Jon Campisi Jan. 19, 2012, 9:24am

A federal judge in Philadelphia has ruled that the Commonwealth of Pennsylvania must immediately release education subsidies to the tune of $3.2 million to the beleaguered Chester Upland School District in suburban Philadelphia.

U.S. District Judge Michael M. Baylson released an order Jan. 17 enjoining the Pennsylvania Department of Education from withholding funding for the economically depressed Delaware County school district.

Baylson, sitting in the U.S. District Court for the Eastern District of Pennsylvania, ruled that the state education secretary must release $3.2 million as an advance on the district’s June 2012 Basic Education Subsidy, with the money to be doled out no later than Jan. 19.

The order comes a week after the school district, the board of school directors and a handful of parents filed a class action lawsuit against the state for failing to provide education dollars to the district, which claims it wouldn’t have been able to make its payroll as of mid-week this week without the funding.

Local media reports stated that the district said it currently has a mere $100,000 in the bank.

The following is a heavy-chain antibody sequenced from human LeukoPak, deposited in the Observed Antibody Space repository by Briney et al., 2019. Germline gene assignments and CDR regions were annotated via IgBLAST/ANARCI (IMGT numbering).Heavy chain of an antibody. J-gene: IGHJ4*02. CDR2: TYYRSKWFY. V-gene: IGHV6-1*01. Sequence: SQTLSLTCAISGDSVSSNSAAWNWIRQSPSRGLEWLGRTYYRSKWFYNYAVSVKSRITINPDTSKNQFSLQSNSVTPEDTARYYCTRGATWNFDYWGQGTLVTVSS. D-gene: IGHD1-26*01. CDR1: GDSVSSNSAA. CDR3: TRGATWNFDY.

Teachers had earlier said they would have been willing to work without pay so as to keep classroom disruption to a minimum during the period of fiscal uncertainty.

The school district claims its financial problems are tied to the fact that charter schools have been receiving a bulk of the state funding.

The state says its hands are tied; that charter school money must be provided by law. The district disagreed with that assessment.

The district, on the other hand, contends that the state is to blame for much of the district’s financial woes.

Gov. Tom Corbett and the state education secretary, however, have been quoted as saying that only the district is to blame for the fact that it can’t meet its financial obligations; state officials say school district leaders have mismanaged their finances for far too long.

Baylson’s order states that the $3.2 million to go to the district shall go toward teacher salaries and be used to compensate other district employees and vendors.

A hearing originally scheduled for Jan. 17 was canceled, and a new hearing on the motion for a preliminary injunction has been scheduled for Feb. 23 at 9:30 a.m. in Baylson’s third-floor courtroom.

The order further states that the school district reserves the right to make applications to the court for a temporary restraining order or other special court relief in the event the district is unable to continue operations because of a lack of additional funding prior to the February hearing for preliminary injunctive relief.

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